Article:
Global Glimpse is a nonprofit providing leadership and travel opportunities to high school students from diverse backgrounds. Elly Rokeach, student and Global Glimpse alumna, reflects on her recent trip to Costa Rica.
Stepping onto the beach of Pacuare Reserve in Costa Rica at night was like stepping into the abyss. It’s pitch black and you can’t turn on a headlamp, since it could confuse baby turtles making their way to the ocean. After a few minutes, your eyes begin to adjust and you can just barely make out the sand in front of you, dark waves crashing onto the shore.
We walked three kilometers north, each carrying a water bottle and rain jackets in case of a sudden downpour. Though it was around 8 p.m., I was sweating from the summer humidity. I slowly became more comfortable navigating the darkness and glanced out towards the horizon. Lightning flashed miles away, briefly illuminating the clouds and ocean below. It felt like, at any moment, a six-foot-long majestic creature could emerge—a leatherback sea turtle coming ashore to lay her eggs. Stopping for a break, we all lay down and gazed up at the stars and meteor showers. I felt meaningless and hopeful all at once.
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I was 16 when the pandemic began and could barely envision myself on any college campus. Worried about my elderly parents, I went into complete isolation, spending part of junior year and senior year online. Surrounded by so much uncertainty, some days I could barely stay afloat. Being accepted to my dream school was a flash of hope, though short-lived as I realized how financially unfeasible it was and began applying for scholarships.
Growing up in Oakland, California, I often felt trapped in an urban environment. As the pandemic wore on, I felt more and more disconnected from nature. My trip to Costa Rica would be an opportunity for me to reconnect: not just with nature, but with myself. The trip seemed tenuous in the days before our group’s departure. I remember packing and simultaneously wondering if it would really happen. Heading over the San Francisco Bay Bridge toward the airport at 2 a.m. felt surreal; stepping into the actual terminal felt like a miracle.
By the time we finally landed at Juan Santamaría airport in San Jose, it was night again. The next morning, I spent the four hour bus ride to the reserve glued to the window, watching hills of lush greenery flow by. In the mountains, I saw clouds of mist gathering above treetops. As we continued east, local markets and brightly colored houses appeared. Eventually, we loaded off the bus and onto a small motorboat. As the boat picked up speed, we felt the wind in our faces and watched massive palm fronds go by. We didn’t know it then, but days later we’d see two crocodiles in that same lagoon—an adult hiding in the water, and a baby on a log.
When I stepped onto the reserve, the air smelled sweet. We walked along a dirt path past a few wooden houses, and the comedor, where we’d eat our meals. Our instructors from Ecology Project International, Iris and Juan Carlos, told us about the surrounding biodiversity, describing various species and their roles in the ecosystem. We heard rustling in the trees, and they told us to look up. Four howler monkeys were hanging by their tails. Later, walking through the rainforest, we were careful not to disrupt the thousands of leaf-cutter ants, because even the smallest species play important roles in the ecosystem. We made it to an opening in the forest where agami herons live and watched them fly from branch to branch. I had never before seen so much wildlife in one place.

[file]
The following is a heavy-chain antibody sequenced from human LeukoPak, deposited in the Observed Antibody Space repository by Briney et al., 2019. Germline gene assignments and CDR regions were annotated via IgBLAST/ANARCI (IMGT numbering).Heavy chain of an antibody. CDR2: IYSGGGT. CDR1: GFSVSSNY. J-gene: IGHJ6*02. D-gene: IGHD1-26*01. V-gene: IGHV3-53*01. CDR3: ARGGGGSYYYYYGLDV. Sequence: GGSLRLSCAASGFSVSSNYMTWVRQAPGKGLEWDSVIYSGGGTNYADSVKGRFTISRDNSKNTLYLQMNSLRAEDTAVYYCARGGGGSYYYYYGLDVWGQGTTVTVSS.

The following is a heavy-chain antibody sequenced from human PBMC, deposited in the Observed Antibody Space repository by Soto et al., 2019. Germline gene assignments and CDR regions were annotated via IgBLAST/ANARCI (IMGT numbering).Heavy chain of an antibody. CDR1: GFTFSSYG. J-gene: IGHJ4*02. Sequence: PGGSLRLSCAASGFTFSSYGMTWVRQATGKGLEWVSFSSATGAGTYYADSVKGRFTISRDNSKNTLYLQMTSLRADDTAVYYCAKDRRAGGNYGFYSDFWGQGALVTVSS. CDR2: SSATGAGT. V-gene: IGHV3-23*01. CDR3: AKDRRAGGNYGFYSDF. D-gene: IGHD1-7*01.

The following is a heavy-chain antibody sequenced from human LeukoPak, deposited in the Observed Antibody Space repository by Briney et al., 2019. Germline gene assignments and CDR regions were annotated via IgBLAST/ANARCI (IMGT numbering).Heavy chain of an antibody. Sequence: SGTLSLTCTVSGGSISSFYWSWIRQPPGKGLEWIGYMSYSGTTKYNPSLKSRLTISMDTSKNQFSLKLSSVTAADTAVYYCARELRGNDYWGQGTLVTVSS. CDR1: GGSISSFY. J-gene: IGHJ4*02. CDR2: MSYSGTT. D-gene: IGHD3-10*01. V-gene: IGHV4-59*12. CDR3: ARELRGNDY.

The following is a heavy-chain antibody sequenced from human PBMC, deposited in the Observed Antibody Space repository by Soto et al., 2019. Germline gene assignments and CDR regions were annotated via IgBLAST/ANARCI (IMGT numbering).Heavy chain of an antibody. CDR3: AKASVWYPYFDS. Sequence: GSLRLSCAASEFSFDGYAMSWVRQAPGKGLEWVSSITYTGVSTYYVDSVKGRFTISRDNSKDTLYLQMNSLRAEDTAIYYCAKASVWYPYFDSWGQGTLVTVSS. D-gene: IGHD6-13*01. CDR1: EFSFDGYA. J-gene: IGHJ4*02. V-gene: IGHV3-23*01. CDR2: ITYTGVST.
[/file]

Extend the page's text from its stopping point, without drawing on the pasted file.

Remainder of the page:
The most memorable animals were the ones we helped with our own hands: the baulas, endangered leatherback sea turtles. After a mother lays her eggs, she returns to the water, leaving them to hatch on their own. Since only 1 in 1000 survives, newborns need every chance they can get. On Pacuare Reserve, nests are excavated and eggs are carried to the hatchery. Newly-hatched turtles are guided down to the sea by researchers. Working in the hatchery every night in shifts, we ensured that hundreds of baby turtles made it into the water.
A week before we arrived in Costa Rica, severe storms hit Heredia, Cartago, and Limón Provinces, leaving the beaches covered in debris and trash. During several hours of cleaning, we rescued three trapped baby turtles that had escaped the hatchery the night before. Hopelessly entangled in debris, they had no way of making it to the water unassisted. In a lot of ways, I felt like one of those baby turtles, finally being set free.
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In my dreams, I’m often back on that beach, overwhelmed with gratitude for my experience. The knowledge of the wildlife—the interconnectedness of the ecosystem. The chance to be immersed in tropical wilderness, to learn from the local people, and to feel their welcome. The time spent with my instructors and Global Glimpse leaders, who shared wisdom I’ll always hold dear. The understanding that, through recognizing our reliance on the earth and on each other, we must practice sustainable, mindful living. The opportunity to travel, and to be a part of something greater.